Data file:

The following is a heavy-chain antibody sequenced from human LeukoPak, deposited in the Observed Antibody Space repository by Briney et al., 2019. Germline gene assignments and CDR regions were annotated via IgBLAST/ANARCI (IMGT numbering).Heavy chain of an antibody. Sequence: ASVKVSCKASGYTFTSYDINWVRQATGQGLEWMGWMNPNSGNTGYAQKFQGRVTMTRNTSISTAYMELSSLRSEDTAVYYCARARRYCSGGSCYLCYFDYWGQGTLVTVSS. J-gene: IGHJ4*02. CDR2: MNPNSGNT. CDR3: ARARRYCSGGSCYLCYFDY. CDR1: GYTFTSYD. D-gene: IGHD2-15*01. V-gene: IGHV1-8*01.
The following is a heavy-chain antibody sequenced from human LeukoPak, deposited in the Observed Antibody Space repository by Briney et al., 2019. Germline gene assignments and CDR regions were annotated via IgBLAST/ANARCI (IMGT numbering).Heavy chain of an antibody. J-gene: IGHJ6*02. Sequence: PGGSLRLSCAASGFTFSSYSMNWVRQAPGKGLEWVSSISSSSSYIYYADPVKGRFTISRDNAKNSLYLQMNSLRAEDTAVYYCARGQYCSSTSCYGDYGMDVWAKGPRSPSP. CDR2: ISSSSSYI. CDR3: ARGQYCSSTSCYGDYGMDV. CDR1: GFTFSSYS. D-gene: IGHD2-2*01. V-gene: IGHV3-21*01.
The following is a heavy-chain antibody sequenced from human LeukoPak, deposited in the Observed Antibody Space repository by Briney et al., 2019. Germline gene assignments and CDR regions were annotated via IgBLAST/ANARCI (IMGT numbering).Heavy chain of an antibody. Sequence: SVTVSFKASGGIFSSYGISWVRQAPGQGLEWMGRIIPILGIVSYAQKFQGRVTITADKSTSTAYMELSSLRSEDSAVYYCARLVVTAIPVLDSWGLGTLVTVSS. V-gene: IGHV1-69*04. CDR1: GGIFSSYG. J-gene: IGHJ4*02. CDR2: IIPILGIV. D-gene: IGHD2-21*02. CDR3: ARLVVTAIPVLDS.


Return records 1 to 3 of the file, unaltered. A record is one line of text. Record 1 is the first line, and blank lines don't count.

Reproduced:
The following is a heavy-chain antibody sequenced from human LeukoPak, deposited in the Observed Antibody Space repository by Briney et al., 2019. Germline gene assignments and CDR regions were annotated via IgBLAST/ANARCI (IMGT numbering).Heavy chain of an antibody. Sequence: ASVKVSCKASGYTFTSYDINWVRQATGQGLEWMGWMNPNSGNTGYAQKFQGRVTMTRNTSISTAYMELSSLRSEDTAVYYCARARRYCSGGSCYLCYFDYWGQGTLVTVSS. J-gene: IGHJ4*02. CDR2: MNPNSGNT. CDR3: ARARRYCSGGSCYLCYFDY. CDR1: GYTFTSYD. D-gene: IGHD2-15*01. V-gene: IGHV1-8*01.
The following is a heavy-chain antibody sequenced from human LeukoPak, deposited in the Observed Antibody Space repository by Briney et al., 2019. Germline gene assignments and CDR regions were annotated via IgBLAST/ANARCI (IMGT numbering).Heavy chain of an antibody. J-gene: IGHJ6*02. Sequence: PGGSLRLSCAASGFTFSSYSMNWVRQAPGKGLEWVSSISSSSSYIYYADPVKGRFTISRDNAKNSLYLQMNSLRAEDTAVYYCARGQYCSSTSCYGDYGMDVWAKGPRSPSP. CDR2: ISSSSSYI. CDR3: ARGQYCSSTSCYGDYGMDV. CDR1: GFTFSSYS. D-gene: IGHD2-2*01. V-gene: IGHV3-21*01.
The following is a heavy-chain antibody sequenced from human LeukoPak, deposited in the Observed Antibody Space repository by Briney et al., 2019. Germline gene assignments and CDR regions were annotated via IgBLAST/ANARCI (IMGT numbering).Heavy chain of an antibody. Sequence: SVTVSFKASGGIFSSYGISWVRQAPGQGLEWMGRIIPILGIVSYAQKFQGRVTITADKSTSTAYMELSSLRSEDSAVYYCARLVVTAIPVLDSWGLGTLVTVSS. V-gene: IGHV1-69*04. CDR1: GGIFSSYG. J-gene: IGHJ4*02. CDR2: IIPILGIV. D-gene: IGHD2-21*02. CDR3: ARLVVTAIPVLDS.